Stubbornness: We mention this because beagles can be notoriously difficult to train. Their boundless intelligence and energy often manifest in a keen stubbornness. It’s adorable and amusing until you’re up at 2 am trying to convince a beagle puppy not to tear the ottoman to pieces. They’re worth the hard work, I promise, so be patient and persistent.
It is why many families prefer to adopt beagles as puppies rather than mature dogs. As this creates problems for animal shelters, it’s still worth considering an adult beagle if you can spare the time to socialize and train him. Otherwise, a beagle puppy’s obedience training should start as early as possible. Once this breed develops a bad habit, it can take a frustratingly long time to eliminate it.
Disobedience: Well if you procrastinate training your beagle, then, of course, he will turn out to be disobedient but this doesn’t mean that the beagle isn’t loyal to his owners. It’s just that the beagle and the owner don’t have proper communication. Beagles who are in rescue shelters may take a little more time to develop trust. Though the process may be time-consuming, they are capable of behavior reform. However, you can through this guide to teach your beagle discipline.
Gaining the Loyalty of a Beagle
Firstly, the same rules apply to beagles as it does to all other canine breeds. These dogs develop bonds with people who show them kindness and respect. Often, they’re BFFs with the person who feeds them most, but we’ll give them the benefit of the doubt on that one for now. In any case, true lifelong loyalty requires commitment.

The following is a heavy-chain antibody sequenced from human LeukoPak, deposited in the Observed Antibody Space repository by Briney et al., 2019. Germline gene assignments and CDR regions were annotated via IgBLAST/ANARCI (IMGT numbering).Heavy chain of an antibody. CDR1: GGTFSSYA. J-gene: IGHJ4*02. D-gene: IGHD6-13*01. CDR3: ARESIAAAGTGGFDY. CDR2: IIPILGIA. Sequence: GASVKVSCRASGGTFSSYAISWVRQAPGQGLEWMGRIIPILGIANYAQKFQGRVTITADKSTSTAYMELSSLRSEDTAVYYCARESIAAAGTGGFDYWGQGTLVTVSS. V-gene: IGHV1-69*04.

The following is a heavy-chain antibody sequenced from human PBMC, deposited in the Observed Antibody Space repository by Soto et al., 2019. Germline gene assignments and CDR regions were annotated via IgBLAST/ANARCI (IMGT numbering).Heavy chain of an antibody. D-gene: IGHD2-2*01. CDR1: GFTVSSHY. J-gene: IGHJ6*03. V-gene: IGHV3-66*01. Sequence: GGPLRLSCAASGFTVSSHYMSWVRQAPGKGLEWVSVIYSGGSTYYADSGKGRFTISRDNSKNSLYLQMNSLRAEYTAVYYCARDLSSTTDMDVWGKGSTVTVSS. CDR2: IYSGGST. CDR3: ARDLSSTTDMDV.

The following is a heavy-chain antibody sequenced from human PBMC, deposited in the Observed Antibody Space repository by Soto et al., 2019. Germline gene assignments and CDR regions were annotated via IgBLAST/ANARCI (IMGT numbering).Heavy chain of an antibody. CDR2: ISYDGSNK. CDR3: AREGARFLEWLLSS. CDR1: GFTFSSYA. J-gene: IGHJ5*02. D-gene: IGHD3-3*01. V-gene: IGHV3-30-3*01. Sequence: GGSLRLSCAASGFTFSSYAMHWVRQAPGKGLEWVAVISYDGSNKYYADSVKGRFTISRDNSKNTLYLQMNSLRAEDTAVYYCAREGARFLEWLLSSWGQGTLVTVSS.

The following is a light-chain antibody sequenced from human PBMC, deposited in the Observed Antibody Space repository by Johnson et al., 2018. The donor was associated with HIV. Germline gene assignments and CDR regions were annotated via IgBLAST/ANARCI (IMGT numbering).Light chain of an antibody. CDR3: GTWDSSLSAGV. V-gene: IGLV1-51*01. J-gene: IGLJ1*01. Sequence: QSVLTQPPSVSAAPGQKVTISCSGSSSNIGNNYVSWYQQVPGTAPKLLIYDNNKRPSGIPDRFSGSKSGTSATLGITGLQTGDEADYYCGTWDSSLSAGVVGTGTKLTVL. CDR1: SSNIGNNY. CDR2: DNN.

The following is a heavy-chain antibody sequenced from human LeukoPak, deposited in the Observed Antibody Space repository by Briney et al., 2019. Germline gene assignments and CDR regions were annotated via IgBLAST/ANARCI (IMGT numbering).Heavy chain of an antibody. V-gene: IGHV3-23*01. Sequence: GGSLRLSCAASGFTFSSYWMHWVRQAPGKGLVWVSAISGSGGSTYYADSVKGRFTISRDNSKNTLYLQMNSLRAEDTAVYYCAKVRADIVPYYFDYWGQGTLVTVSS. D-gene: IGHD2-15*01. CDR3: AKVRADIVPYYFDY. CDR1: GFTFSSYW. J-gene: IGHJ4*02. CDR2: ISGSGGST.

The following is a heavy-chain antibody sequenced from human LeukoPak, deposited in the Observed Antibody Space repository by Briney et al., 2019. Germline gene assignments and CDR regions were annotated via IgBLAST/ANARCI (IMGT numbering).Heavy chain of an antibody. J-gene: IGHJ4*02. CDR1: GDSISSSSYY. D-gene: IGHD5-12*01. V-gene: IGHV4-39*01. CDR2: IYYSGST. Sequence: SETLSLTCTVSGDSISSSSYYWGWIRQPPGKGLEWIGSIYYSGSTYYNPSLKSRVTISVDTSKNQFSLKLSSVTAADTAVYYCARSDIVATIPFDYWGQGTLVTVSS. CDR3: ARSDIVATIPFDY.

The person in your family who engages with the beagle most often will likely become their favorite human. Food is essential, of course, but beagles need stimulation. They flourish under the supervision of an owner who plays games, takes them out on long walks, and treats them as a real companion. Beagles are not lap-dogs. This breed is bursting to be involved with every adventure and experience.
There are four steps to develop loyalty in a pet beagle:
- Proper Communication: It is necessary that your beagle and you have clear communication. You can create it by teaching your beagle some basic and essential commands.
- Regular exercise: Always remember ‘An exhausted beagle is a happy beagle’. Beagles are an active breed and they need to release their energy daily. Regular exercise is a must for a beagle.
- Teaching Tricks: Teaching tricks to your beagle is more important than you think. Teaching tricks is a perfect way to create and strengthen the bond between the dog and his owner.
- Balanced diet: What beagle eats affects his behavior. You can go through this Beagle feeding guide for more info.
Final Thoughts On Beagles and Their Loyalty
Not every beagle is a superb companion or good at showing loyalty. Certainly, rescue dogs adopted from shelters are more likely to have behavioral issues regardless of breed. Let’s not forget, canines are individuals and as unique as you or I. While discussing on breed characteristics, you should always keep this in mind.
Generally speaking, the beagle is capable of great loyalty. It has been bred to derive satisfaction from serving a master and enjoys the stimulation of being a ‘working’ dog. The other side of this, of course, is they need plenty of exercises, entertainment, and affection to thrive and be happy. Beagles are very intelligent breed dogs; their loyalty correlates with how well they are treated and how happy they feel in a family.